I have to confess that this was another recommendation by my sister (although I’d heard many good things from a range of sources) and, as much as it pains me to say it, she was right, it is excellent. I’m a relative late-comer to the Fantasy genre but, if you look at my reading page, you’ll see that it’s making serious inroads on my reading material. I think I orginally shied away from it because it all seemed to be about unstoppable warriors saving helpless women (at least, to me), and I like my stories a little more complex than that. Anyway, for those of you following my entries, you should know that I’m a Harry Potter fan and that I’ve started writing a children’s novel. So I try and stay up to date on what’s hot in the field and Christopher Paolini certainly is.
Eragon is generally referred to as a children’s book but it’s something of a misnomer in the same way Pullman’s His Dark Materials trilogy are referred to as a children’s novels. The only reason for that is that they feature youngsters in the main role, but where most others are in the low teens, Eragon‘s main character (also called Eragon) turns 16 in this adventure making him fall into the young adult category and it means the story is told from a significantly older perspective than the others (how many characters fight sword fights against fully grown and/or numerous opponents?).
To give you an idea of how much I enjoyed the book, I read it in three evenings, tearing through the pages with only my discipline and a strict eye on the clock forcing me to put it down. It tells the story of Eragon, a simple farm boy living in a remote backwater. One night, while out hunting in deserted woodland, a large blue stone drops from th sky and lands near him. It turns out that the stone is, in fact, one of the last dragon eggs given to man and elf. The eggs don’t hatch to a timespan, they wait until they find their partner and hatch only when they are before them. Eragon is chosen by this dragon, later named Saphira, to become one of the fabled Dragon Riders, gifted warriors who once kept the peace, until one of their number betrayed and killed them and, with the help of a few loyal followers, he wiped out the other Dragon Riders and installed himself as king. Now Eragon must try and stay safe and learn to use his newfound strength and magical abilities while hunted by the forces of this evil king. His choices are slim and he doesn’t know who he can trust, none of his options are easy, or safe, but he must choose a side.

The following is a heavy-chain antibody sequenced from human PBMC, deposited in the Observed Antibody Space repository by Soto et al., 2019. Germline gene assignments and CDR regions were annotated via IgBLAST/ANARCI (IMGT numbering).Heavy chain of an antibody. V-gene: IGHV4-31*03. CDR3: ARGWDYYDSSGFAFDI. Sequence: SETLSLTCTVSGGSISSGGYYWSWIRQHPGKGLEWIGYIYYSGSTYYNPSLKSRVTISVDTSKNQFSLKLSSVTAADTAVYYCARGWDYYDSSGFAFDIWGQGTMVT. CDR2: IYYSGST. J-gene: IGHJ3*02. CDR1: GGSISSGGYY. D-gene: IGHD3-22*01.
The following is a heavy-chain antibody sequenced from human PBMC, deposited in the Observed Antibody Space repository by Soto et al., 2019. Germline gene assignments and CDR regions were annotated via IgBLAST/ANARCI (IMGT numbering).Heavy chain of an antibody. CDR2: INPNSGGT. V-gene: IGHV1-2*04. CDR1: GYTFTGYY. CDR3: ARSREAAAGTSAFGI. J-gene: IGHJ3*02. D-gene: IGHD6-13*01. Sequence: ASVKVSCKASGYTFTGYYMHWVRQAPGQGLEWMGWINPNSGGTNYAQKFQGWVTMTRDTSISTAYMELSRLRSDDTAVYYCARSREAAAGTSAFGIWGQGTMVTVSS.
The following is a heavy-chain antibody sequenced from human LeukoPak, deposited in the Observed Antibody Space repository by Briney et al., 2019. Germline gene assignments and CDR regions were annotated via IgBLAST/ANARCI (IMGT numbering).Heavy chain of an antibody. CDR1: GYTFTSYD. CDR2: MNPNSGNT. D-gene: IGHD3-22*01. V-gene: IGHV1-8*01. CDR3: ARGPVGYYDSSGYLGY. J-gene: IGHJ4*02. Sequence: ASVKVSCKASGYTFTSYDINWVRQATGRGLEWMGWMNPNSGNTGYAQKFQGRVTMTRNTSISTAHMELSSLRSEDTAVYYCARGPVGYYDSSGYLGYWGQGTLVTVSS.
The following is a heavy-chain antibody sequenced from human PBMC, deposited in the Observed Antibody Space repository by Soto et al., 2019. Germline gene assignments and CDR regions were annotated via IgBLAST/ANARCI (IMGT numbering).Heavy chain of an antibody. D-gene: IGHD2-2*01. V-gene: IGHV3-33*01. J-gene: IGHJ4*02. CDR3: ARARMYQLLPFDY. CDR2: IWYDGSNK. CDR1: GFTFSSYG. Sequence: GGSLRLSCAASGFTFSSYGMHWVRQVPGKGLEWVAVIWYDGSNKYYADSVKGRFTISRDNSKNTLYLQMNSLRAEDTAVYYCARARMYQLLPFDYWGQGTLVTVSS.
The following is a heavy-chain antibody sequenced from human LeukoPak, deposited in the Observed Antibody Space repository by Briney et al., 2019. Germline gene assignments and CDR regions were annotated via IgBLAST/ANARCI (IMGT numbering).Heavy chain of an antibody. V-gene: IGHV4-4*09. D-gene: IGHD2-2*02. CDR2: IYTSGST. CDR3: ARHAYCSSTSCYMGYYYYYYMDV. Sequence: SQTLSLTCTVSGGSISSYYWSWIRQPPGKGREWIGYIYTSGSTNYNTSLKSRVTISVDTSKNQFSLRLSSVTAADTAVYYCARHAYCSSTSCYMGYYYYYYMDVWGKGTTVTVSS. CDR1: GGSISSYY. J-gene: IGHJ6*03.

It was a tense, action-packed read with a near-relentless pace. Eragon and Saphira are hunted on all sides and find themselves in a lot of trouble, while also trying to do the right thing. I enjoyed seeing a hero who didn’t have it all figured out, who constantly makes mistakes, who spends much of his time tired or injured and unsure of what to do, but through all that it just makes him seem more heroic. I’m not sure he gets through a fight without either falling, or being knocked, unconscious. There is also an interesting amount of self-examination and self-doubt, which is unusual for Fantasy character, but welcome. The scenary and landscape are drawn vividly, as are the characters, which helps make for an engrossing story and the legends that surround the main narrative are almost Tolkein-esque in their detail and history. The main Fantasy races are all here, although some would argue they tread the stereotypes with too little deviation, and there are new races too.
As you may have guessed, I loved the book, and the good news about discovering an author late is that you can read some of their other material. Eragon is the first book in the trilogy, with Eldest, the second part, recently released. The good news for me is that my sister has a copy of that I plan to steal too, the bad news is she just went on holiday and took it with her.